MB: This is another one of those issues that’s as much a warm-up for the grand finale as anything else, but there’s so much going on—lovingly depicted by Kirby and Sinnott—that one can’t in good conscience complain.  Doom’s stolen cosmic power is so close to godlike that the whole exercise seems like a more elaborate do-over of the recent Cosmic Cube storyline in Suspense, with the attendant problem of how our heroes can possibly overcome it.  Of course, the fact that Black Bolt has finally freed the Inhumans from imprisonment in the Great Refuge is likely to have major ramifications, especially with the six members of the royal family and court going out among us humans; meanwhile, Wyatt’s level-headed loyalty to the Torch is heartening.

PE: Seems a nifty device that Reed has created, a gizmo that makes its target weaker as it gets angrier. Why not try it on The Hulk? Surprising that Stretcho didn't give it a ten-dollar name like the Ire-Inducer or the Anger-Manager. If I were an Inhuman, I'd be awfully confused by Black Bolt's messages. His "impending disaster" stance is the same as his "let's all go topside and join the humans" stance. Of all the Inhumans, the one most fascinating to me is Mad Maximus. I'm very interested in seeing where his story goes. 

The Mighty Thor 137
Our Story

Sif, the beautiful goddess who is sister to Heimdall, displays for Thor the battle skills she has developed over the years. As enchanted as much by her as by her talents, Thor shows his own skills are none to be ignored. Both however, fail to notice the imminent danger that has surrounded them: a legion of trolls, at war with Asgard, and seeking prisoners. Though not long a match for Thor, the creatures nonetheless escape to their subterranean depths with Sif, and Thor gives pursuit into the maze of tunnels. He loses track of them, but has been led into a trap; appearing before him is Ulik, a hideous monstrosity, and most powerful of all the rock trolls. Sif, meanwhile, is brought before the somewhat less frightening but equally hideous king of all the trolls, Geirrodur, who has plans for the feisty goddess. He renders her unconscious with a gas (the vapors of quietude), and sends her to Grak, the troll guarding their invasion shaft, a tunnel centuries in the making that will lead them directly into the heart of Asgard. The Mighty Thor has other things (or A thing) to contend with. Ulik’s strength is as powerful as legend has told, and armed with two metal hand pounders, he gives Thor a fight for his life. When the titans are at a stalemate, Ulik vanishes in a beam of light, and an apparition of King Geirrodur appears. He tells Thor that Sif has been sent to Earth, held captive by Ulik, and there she will die if he doesn’t go to her rescue; while Asgard may well fall in the Thunder God’s absence if he does. Thor reasons that Sif is in need of more help, and disappears in a spinning vortex to arrive on our planet. Grak opens the invasion shaft, and the troll invasion begins in earnest. What Thor doesn’t realize, is that Geirrodur knows his secret… a certain Dr. Blake!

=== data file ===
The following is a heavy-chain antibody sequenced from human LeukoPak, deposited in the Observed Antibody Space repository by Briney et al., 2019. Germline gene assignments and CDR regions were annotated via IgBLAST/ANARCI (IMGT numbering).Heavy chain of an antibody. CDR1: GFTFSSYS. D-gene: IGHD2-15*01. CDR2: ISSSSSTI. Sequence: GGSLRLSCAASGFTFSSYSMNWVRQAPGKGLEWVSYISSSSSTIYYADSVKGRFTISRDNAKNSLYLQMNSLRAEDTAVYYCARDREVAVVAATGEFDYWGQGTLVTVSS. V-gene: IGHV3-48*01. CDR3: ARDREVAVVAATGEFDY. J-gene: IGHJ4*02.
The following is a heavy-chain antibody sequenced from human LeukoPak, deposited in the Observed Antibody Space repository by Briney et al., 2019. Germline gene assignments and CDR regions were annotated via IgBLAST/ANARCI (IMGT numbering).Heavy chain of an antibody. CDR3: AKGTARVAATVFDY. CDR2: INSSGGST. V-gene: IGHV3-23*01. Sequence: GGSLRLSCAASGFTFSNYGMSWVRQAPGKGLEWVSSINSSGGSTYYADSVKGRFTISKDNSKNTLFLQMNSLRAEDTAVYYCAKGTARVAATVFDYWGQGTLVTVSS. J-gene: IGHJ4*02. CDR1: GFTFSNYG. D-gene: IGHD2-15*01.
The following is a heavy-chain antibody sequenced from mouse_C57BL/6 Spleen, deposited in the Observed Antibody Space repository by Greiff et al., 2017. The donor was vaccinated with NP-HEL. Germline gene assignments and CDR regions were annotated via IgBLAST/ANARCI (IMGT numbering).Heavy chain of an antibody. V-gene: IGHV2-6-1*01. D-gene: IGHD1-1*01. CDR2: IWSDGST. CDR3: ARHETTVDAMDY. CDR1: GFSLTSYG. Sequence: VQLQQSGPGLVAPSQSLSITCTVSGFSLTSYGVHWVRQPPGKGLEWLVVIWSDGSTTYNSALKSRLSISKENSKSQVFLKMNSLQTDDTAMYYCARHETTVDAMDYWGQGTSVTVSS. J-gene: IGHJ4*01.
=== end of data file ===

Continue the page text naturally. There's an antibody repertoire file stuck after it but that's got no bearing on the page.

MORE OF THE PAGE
“The Tragedy Of Hogun!” is revealed in the Tales Of Asgard this month, as Thor and the Warriors Three come across the bound form of Saguta, one of Hogun’s countrymen. Before he dies, Saguta reveals it was the wizard Mogul who thus tortured him, for daring to leave the tyrannical rule his people have been placed under. An enraged Hogun shouts out a challenge, and Mogul indeed appears, only to taunt them, then be whisked away by the magic Jinni Devil, who is his slave.

JB: There are some villains in each comic that are truly unforgettable; for Thor, Ulik is definitely one. The full page when he first appears is startling, and Kirby/Colletta depict him as something that would make even Thor’s stomach turn. The battle is the best since Thor and Hercules went at it, and he wasn’t exactly mopping up the rock floor when Geirrodur whisks Ulik away. I like the mystery too: how does the troll king know Thor’s secret identity? -Why have they risen up now, after all this time? -Wasn’t Thor’s own hammer forged by the (same?) trolls in ages past? And ok, why does Ulik’s armor seem to disappear and reappear in the first few panels of their fight?

MB:  Okay, so we’re hitting the romantic reset button here with Thor and Sif, who seems to be a fitting companion for the Thunder God in every sense…although the machinations of the Rock Trolls unfortunately leave little time for dalliance.  The good news is that their plan for the invasion of Asgard offers the opportunity for a passel of splendid Kirby/Colletta visuals, from an establishing shot of their long-in-development invasion shaft and a look at the classic Kirbyesque Troll weaponry to the melee with Thor and Sif and that stunning full-page reveal of Ulik.  Being a god and all, Thor doesn’t have too many villains who really give him a hard time, but they’ve obviously set Ulik up as one of them, and I remember him and King Geirrodur from later adventures.